We have a lot of physical stuff that we’re storing. That’s made even more apparent by the recent enthusiasm for “tidying up,” or taking stock of our things and disposing of items we no longer need, made popular by Japanese organizational consultant and author Marie Kondo.
We also store plenty of digital stuff on thumb drives and in the cloud. We have limited space there, too, and often have to organize and delete items to make room for new documents and media.
Emotional and mental storage take up brain space. We have things—happy memories, important knowledge, ideas, social nuances—we want to remember. We forget things when we try to store too much. Perhaps we make room by meditating, taking a walk, talking with a friend or journaling.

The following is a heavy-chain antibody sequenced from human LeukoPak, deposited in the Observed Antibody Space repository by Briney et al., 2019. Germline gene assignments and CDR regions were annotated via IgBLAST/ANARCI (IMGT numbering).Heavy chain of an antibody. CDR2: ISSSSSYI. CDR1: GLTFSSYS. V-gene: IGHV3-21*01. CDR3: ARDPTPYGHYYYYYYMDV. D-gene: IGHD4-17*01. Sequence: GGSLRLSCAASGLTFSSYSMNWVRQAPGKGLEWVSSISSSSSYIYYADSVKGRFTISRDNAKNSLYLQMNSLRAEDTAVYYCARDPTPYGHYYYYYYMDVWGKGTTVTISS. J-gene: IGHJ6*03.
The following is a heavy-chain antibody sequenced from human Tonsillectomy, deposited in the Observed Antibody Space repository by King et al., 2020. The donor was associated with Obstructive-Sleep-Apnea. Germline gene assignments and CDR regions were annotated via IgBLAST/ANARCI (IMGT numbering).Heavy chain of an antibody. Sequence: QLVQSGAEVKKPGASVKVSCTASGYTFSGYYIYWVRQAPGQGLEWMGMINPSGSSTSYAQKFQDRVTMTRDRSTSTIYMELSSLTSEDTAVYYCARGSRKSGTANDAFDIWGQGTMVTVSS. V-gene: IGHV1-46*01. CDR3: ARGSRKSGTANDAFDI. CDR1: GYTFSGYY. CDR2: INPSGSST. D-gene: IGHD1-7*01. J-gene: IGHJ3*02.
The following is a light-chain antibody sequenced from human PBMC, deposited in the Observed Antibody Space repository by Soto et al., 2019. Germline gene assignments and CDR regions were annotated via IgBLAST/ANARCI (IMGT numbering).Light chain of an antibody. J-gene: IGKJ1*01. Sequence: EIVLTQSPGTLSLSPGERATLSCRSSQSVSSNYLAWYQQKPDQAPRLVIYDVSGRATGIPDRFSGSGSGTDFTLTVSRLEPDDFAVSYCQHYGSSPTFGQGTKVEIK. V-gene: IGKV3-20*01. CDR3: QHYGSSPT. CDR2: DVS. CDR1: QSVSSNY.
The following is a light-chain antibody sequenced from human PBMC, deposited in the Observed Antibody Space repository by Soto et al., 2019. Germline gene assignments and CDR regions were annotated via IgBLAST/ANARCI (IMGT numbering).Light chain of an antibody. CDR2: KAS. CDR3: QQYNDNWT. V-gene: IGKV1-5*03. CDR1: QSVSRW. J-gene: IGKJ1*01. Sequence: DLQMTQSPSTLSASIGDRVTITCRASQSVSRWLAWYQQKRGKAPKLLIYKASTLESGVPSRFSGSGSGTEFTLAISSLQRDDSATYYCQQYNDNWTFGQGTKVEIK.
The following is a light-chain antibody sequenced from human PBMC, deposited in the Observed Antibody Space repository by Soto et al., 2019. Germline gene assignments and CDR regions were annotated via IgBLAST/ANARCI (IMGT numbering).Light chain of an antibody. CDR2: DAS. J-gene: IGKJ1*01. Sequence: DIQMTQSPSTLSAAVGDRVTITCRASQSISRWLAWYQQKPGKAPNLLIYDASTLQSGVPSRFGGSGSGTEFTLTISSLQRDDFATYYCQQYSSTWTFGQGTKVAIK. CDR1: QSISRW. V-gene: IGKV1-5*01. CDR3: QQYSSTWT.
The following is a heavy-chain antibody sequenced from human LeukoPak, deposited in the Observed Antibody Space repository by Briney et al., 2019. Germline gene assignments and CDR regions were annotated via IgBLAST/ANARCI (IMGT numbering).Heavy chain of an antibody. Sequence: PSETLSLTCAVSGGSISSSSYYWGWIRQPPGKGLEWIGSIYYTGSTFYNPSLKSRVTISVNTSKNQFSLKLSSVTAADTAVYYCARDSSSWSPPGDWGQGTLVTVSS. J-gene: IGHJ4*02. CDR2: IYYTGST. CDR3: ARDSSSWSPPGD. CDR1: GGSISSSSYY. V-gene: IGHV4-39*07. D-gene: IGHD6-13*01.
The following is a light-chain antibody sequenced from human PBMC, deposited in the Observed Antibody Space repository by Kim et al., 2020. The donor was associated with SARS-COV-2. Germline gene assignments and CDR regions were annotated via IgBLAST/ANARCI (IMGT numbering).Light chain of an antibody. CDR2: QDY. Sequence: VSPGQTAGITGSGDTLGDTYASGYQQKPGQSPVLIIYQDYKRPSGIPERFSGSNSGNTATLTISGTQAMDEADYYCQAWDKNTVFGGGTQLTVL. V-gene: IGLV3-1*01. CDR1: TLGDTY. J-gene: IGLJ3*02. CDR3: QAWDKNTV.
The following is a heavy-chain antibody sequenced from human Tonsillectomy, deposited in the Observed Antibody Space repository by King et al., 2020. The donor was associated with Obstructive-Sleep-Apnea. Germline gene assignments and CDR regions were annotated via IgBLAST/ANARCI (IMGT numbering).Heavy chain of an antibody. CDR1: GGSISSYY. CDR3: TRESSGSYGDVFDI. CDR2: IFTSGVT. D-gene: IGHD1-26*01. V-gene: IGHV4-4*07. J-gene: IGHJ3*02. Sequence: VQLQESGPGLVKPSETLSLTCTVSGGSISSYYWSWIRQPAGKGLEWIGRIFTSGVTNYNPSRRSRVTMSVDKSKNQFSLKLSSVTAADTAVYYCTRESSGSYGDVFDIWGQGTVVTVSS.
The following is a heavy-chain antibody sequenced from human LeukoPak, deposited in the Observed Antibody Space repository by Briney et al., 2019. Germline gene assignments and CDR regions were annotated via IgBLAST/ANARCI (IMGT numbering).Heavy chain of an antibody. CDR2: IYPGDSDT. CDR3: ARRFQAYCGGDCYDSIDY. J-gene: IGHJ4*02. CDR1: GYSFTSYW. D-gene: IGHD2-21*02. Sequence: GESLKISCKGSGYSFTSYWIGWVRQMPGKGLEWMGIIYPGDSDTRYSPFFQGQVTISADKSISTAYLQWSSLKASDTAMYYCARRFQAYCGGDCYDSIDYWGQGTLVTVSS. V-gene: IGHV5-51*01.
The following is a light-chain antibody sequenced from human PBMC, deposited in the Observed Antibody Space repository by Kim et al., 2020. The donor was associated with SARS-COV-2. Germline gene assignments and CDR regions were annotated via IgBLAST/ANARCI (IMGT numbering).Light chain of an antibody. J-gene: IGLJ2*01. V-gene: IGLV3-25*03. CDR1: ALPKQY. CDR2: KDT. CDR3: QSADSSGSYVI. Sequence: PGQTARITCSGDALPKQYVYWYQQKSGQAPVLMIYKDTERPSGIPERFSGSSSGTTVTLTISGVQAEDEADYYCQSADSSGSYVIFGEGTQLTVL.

Taking stock of our stuff—organizing, decluttering, making space—is an important part of our lives, and that goes for our teams and organizations, too.
In today’s world, the best leaders encourage those around them to regularly evaluate what they’re holding on to and, more importantly, what they need to let go of. What parts of our processes are running smoothly? What parts do we need to scrap?
This commitment to assessing our “storage” and getting rid of what’s no longer working allows us to move forward. It makes us more efficient and keeps our eyes focused on what’s next.
So, what are you storing? And what should you let go of?
Jason V. Barger is a globally celebrated keynote speaker, leadership coach and author of Thermostat Cultures, Step Back from the Baggage Claim and ReMember. He is founder of Step Back Leadership Consulting, a Columbus-based company that works with businesses and organizations worldwide. Connect via email at jason@JasonVBarger.com or on social media at @JasonVBarger.
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